Mason was arrested at the garage at the end of March and then charged with perverting the course of justice.

The property’s CCTV system was also investigated by Trading Standards officers and footage showed Mason had shown no symptoms since the lawsuit was dropped.

The footage dates back to October last year and includes days when Mason appeared to be healthy and fit at the garage to days when he had actually faked symptoms hours earlier in court.

Footage also showed that on the day Mason was examined by a consultant neurologist named by his defence, who said he was unable to communicate, had mobility issues and would never be fit for a second try, he had then worked later. in the garage without any symptoms.

Mason appeared before Judge Jonathan Carroll, who had overseen the original trial, on April 29 when he pleaded guilty to both the charge of perverting the course of justice and the original charge of conspiracy to defraud.

He was remanded in custody ahead of the sentencing hearing today, after the conspiracy case against the other three defendants was resolved after they also pleaded guilty in a series of appearances before the tribunal.

At the April hearing where Mason pleaded guilty, Judge Carroll condemned the defendant’s actions for the grief he caused to the victims and the disruption to the jury members, as well as the financial cost to the court and the legal aid system.

Referring to Mason’s attempts to pervert the course of justice and prevent a second trial, Judge Carroll asserted that “there is no more gratuitous example of dishonesty and disregard for the justice system”, with behavior deemed so serious, calculated and prolonged.

The court heard that Mason set up a series of shell companies, Masterseal, Pro-Seal, Aquaseal and Bespoke Driveway Renovations, before sending Russell, Scott and Godley cold-calling households to try to get work.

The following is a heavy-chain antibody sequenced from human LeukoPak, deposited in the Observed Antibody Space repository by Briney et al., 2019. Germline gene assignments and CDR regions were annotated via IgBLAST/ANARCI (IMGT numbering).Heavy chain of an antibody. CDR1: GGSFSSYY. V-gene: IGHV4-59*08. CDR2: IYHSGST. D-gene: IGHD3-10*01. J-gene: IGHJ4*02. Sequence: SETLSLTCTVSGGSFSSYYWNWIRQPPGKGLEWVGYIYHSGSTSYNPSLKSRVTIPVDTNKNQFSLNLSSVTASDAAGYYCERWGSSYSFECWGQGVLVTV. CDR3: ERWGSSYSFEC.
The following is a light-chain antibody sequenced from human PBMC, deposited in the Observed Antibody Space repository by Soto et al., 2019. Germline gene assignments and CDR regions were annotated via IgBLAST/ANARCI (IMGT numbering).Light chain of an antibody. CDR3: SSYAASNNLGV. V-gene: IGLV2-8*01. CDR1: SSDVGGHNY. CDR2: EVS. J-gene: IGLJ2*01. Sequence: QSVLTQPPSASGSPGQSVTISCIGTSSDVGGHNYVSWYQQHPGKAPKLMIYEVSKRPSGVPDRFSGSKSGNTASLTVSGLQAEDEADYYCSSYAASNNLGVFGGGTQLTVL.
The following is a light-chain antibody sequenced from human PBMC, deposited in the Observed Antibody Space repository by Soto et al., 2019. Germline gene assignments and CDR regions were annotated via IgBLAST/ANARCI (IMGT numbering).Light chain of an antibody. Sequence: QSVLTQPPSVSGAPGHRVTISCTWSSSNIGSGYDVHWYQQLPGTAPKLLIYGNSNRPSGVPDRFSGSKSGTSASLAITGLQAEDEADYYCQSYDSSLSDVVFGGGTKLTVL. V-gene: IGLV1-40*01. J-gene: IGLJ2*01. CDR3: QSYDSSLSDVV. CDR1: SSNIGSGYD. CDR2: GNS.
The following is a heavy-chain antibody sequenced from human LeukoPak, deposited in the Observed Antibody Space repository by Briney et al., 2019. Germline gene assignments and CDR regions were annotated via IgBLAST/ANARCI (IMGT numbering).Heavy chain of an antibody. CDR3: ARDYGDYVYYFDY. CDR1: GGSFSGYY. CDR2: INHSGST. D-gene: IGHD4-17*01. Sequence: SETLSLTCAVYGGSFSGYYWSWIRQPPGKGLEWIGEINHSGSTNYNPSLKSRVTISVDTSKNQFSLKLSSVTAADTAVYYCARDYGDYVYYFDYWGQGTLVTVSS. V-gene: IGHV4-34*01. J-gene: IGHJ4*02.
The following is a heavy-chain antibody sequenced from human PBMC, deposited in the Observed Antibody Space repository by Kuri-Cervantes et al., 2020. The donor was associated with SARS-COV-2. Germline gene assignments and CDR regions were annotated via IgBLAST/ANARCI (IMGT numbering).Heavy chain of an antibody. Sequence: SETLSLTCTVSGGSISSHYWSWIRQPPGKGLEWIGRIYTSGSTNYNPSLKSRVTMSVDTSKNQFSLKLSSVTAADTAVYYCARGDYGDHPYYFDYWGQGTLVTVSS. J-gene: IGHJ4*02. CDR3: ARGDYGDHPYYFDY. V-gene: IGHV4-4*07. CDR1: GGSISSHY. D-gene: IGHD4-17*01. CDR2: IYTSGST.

Many of the victims had already been targeted by others and were known to the attackers.

They pressured the victims to accept the work to be done, ranging from cleaning solar panels to repairing roofs and driveways. The work, however, was of poor quality and unnecessary, and some commissions were not even carried out at all.

Speaking in court, Detective Superintendent Paul Greenwood, of the Yorkshire and Humber Regional Organized Crime Unit, said: ‘Our officers have worked closely with partners from Trading Standards and North Yorkshire Police on this operation.

“I’m glad that by working in partnership in this way, our efforts paid off in bringing someone to justice when they clearly thought they were out of reach.”

Mason is also facing an investigation by the Yorkshire and Humber Regional Economic Crime Unit and proceedings to have his assets forfeited under the Proceeds of Crime Act to potentially compensate victims and their families.

Acting Detective Superintendent Jon Naughton, of North Yorkshire Police, added: ‘We were delighted to work with Trade Standards to expose what was a daring attempt by Mason to escape justice.

“It is particularly sickening that these criminals prey on the most trusting people in our communities and exploit that trust for their own greed.

“To see the group brought to justice for such deplorable crimes against some of the most vulnerable in society is very heartening.

“My thanks go to our colleagues at Trading Standards for their determination and diligence in bringing these people to justice.”

Leave a Reply